Amazon’s new streamlined packaging is jamming up recycling centers

Amazon's new plastic packaging should be recycled at grocery store dropoffs, but much of it is finding its way into recycling centers and jamming the machines. (123RF)

Over the past year, Amazon has reduced the portion of shipments it packs in its cardboard boxes in favor of lightweight plastic mailers, which enable the retailing giant to squeeze more packages in delivery trucks and planes.

But environmental activists and waste experts say the new plastic sacks, which aren’t recyclable in curbside recycling bins, are having a negative effect.

“That Amazon packaging suffers from the same problems as plastic bags, which are not sortable in our recycling system and get caught in the machinery,” said Lisa Sepanski, project manager for King County Solid Waste Division, which oversees recycling in King County, Washington, where Amazon is based. “It takes labor to cut them out. They have to stop the machinery.”

The recent holiday season, the busiest for e-commerce, meant ever more shipments — creating a massive hangover of packaging waste. As the platform behind half of all e-commerce transactions in 2018, according to eMarketer, Amazon is by far the biggest shipper and producer of that waste — and a trendsetter, meaning that its switch to plastic mailers could signal a shift across the industry. Other retailers that use similar plastic mailers include Target, which declined to comment.

The problem with the plastic mailers is twofold: They need to be recycled separately, and if they end up in the usual stream, they gum up recycling systems and prevent larger bundles of materials from being recycled. Environmental advocates say Amazon, as the industry giant, needs to do a better job of encouraging consumers to recycle by providing more education and alternative places to bring that plastic for recycling.

“We are continually working to improve our packaging and recycling options, and have reduced packaging waste by more than 20 percent globally in 2018,” said Amazon spokeswoman Melanie Janin. She added that Amazon provides recycling information on its website. (Amazon Chief Executive Jeff Bezos owns The Washington Post.)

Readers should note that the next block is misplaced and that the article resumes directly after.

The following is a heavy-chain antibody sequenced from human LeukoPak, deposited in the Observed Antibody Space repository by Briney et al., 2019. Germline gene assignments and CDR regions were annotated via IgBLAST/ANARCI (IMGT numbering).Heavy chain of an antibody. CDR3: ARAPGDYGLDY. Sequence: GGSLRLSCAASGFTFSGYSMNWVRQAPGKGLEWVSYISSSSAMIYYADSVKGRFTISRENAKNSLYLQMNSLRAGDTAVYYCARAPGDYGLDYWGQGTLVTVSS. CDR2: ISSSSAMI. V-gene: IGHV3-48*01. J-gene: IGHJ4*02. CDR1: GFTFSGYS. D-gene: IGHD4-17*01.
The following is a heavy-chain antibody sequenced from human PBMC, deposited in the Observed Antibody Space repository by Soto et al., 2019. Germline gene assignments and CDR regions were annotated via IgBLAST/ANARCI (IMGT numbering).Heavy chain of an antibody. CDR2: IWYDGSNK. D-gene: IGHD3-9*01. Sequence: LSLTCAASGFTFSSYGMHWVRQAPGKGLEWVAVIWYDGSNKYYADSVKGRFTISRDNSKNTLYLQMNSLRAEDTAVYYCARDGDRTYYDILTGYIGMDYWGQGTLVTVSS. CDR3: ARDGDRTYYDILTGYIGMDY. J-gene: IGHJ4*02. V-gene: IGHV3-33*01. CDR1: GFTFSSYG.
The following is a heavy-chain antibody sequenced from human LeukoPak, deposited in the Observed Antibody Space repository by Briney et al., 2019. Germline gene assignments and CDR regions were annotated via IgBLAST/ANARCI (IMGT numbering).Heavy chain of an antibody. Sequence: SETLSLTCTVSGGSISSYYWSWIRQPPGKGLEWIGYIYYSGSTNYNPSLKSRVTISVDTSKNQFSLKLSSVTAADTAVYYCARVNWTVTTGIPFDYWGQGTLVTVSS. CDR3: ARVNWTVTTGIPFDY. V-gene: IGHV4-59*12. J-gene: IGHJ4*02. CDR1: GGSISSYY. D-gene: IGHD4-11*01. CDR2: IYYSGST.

Amazon’s goal to reduce bulkier cardboard is the right move, said a number of waste experts. And plastic mailers have some positives for the environment. They take up less space in containers and trucks than boxes, making shipping more efficient. Fewer greenhouse gases are emitted — and less petroleum consumed — by the production, use and disposal of plastic film compared with recycled cardboard, said David ­Allaway, senior policy analyst for the Oregon Department of Environmental Quality’s Materials Management Program.

Plastic is so cheap and enduring that many companies use it for packaging. But consumers are prone to put plastic sacks into recycling bins. Plastic mailers escape the notice of sorting machines and get into bales of paper bound for recycling, contaminating entire bundles, outweighing the positive effect of reducing bulky cardboard shipments, experts say. Paper bundles used to fetch a high price on international markets and had long sustained profits in the recycling industry. But mixed bales are so hard to sell — because of stricter laws in China, where many are sent for recycling — that many West Coast recycling companies must trash them instead.

Another problem with the new padded plastic mailers is that Amazon and other retailers affix a paper address label that renders them unfit to be recycled, even at a store drop-off location. The label needs to be removed, separating the paper from the plastic, in order for the material to be recyclable.

For now, those padded plastic Amazon mailers can be recycled once consumers remove the label and bring the mailer to drop-off sites found outside some chain stores. Clean, dry and in aggregate, such plastic can be melted and made into composite lumber for decks. Cities with plastic-bag bans, like Amazon’s hometown of Seattle, contain fewer drop-off sites.

Only 4 percent of plastic film accrued by U.S. households is recycled through collection programs at grocery and big-box stores, according to a 2017 Closed Loop report about U.S. recycling. The other 96 percent becomes garbage, even if put into curbside recycling, and ends up in landfills.

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